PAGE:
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The violent virus that touched childhood

Reopening schools is not enough. Access to water, sanitation and hygiene services are essential. The abuse and violence suffered by minors during the pandemic must also be ended.


Ibis Frade


While some countries in the world are announcing or preparing the return to school for children, the United Nations Organisation (UN) is warning about the scant resources that these schools have in the face of the Covid-19 pandemic.

Access to water and sanitation services is essential for a safe return to classes in the context of the pandemic suffered around the world, according to the secretary general of the multilateral entity, Antonio Guterres. Last year, he said, 43% of schools in the world did not have basic hand-washing facilities.

According to a report by UNICEF and the World Health Organisation (WHO), one in every five schools in the world lacked facilities for washing hands and soap before the Covid-19 pandemic.

Currently, the report warns, 818 million children are lacking basic facilities for washing hands in their schools, and this puts them at greater risk of contracting Covid-19 and other contagious diseases.

More than a third of these children live in sub-Saharan Africa.

In the least developed countries, it adds, half of schools lack basic water and sanitation services.

To prioritise children’s education and reopen schools in a safe way in the middle of the pandemic, it is fundamental to have facilities to wash hands with soap and water, according to UNICEF and the WHO.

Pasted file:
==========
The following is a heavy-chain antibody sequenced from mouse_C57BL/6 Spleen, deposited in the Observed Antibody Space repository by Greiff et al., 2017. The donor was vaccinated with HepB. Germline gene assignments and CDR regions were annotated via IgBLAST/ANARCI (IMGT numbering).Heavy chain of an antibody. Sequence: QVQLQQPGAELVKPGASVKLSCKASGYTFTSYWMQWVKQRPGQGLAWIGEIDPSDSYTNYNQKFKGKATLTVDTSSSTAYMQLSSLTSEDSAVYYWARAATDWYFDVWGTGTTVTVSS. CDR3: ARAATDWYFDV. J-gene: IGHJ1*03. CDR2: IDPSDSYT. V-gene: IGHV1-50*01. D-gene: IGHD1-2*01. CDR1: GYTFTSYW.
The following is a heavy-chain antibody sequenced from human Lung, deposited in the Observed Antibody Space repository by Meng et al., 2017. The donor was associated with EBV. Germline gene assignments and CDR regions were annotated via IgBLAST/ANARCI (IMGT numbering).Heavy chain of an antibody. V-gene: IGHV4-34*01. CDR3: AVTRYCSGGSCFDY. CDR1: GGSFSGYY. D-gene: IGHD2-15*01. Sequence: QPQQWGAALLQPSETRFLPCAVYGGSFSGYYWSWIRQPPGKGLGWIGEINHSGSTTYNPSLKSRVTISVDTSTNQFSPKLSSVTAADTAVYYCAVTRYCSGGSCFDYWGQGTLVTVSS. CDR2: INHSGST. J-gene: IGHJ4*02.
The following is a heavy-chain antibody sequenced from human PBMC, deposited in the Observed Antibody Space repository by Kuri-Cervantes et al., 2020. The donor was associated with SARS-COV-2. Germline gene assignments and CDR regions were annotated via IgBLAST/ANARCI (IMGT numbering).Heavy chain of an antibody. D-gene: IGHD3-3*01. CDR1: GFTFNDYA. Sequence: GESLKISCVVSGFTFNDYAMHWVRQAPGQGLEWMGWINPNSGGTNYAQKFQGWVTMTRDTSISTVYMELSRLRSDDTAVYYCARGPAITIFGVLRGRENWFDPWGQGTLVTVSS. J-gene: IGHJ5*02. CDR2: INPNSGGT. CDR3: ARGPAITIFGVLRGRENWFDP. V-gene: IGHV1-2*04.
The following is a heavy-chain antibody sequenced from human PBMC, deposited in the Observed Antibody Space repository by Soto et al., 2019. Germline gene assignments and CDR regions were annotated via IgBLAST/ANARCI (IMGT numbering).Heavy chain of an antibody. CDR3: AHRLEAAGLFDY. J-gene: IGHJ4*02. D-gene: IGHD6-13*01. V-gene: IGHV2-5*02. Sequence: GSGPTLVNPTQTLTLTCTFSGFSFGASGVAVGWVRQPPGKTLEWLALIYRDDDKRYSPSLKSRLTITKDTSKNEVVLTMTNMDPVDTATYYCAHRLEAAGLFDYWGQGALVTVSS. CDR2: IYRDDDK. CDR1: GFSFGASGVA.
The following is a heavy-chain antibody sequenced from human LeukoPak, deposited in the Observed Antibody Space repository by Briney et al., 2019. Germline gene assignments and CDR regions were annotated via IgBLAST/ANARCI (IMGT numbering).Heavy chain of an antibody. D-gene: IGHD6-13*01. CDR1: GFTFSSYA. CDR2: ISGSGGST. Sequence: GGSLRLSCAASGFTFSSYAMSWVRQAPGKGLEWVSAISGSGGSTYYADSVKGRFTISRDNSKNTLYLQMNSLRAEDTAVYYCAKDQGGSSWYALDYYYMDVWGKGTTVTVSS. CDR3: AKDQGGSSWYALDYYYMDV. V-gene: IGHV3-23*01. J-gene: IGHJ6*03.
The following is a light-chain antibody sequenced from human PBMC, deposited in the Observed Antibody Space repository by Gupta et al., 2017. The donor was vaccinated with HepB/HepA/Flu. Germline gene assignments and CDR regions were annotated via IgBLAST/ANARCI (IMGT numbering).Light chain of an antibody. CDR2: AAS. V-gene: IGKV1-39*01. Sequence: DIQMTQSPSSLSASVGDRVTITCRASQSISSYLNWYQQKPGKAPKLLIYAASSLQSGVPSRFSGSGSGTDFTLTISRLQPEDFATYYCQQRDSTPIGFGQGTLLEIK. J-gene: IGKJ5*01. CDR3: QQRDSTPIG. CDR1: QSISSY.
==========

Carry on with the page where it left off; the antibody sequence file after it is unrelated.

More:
Both UN agencies emphasised that governments should balance the need to implement public health measures with the social and economic impacts associated with restrictions to prevent the spread of the new coronavirus. In this way, they indicated that there is clear proof of the negative impact of prolonged school closures on children.

Minors also run a greater risk of suffering from violence and exploitation due to the Covid-19 pandemic severely interrupting the services of prevention and response to this abuse.

This is shown by a recent survey carried out by UNICEF, in which 136 countries participated. Of these nations, 104 had interrupted services related to dealing with and tackling violence against minors.

In the middle of the pandemic, daily and community life is disrupted. Children with a history of abuse can be seen as even more vulnerable, both at home and online, and they can experience more frequent and serious acts of violence, warned UNICEF.

In these moments, the UN agency stressed that 1,800 million minors are living in 104 countries where services of prevention and response to violence ceased due to Covid-19, and among the most affected includes the case management and home visits for women and children at risk of abuse.

For this, the United Nations Children’s Fund asked governments to prioritise the maintenance of programmes to help and protect youngsters from violence.

The executive director of UNICEF, Henrietta Fore, emphasised that the continuing closures of schools and restrictions of movement left some children trapped at home with increasingly stressed abusers.

Many of those children do not now have anywhere to go in search of help, nor do they have protective services, she highlighted.

Limited contact for minors of informal protection networks as friends, teachers, distant relatives and members of the community leaves the smallest ones adrift. (PL)

(Translated by Donna Davison – Email: Photos: Pixabay


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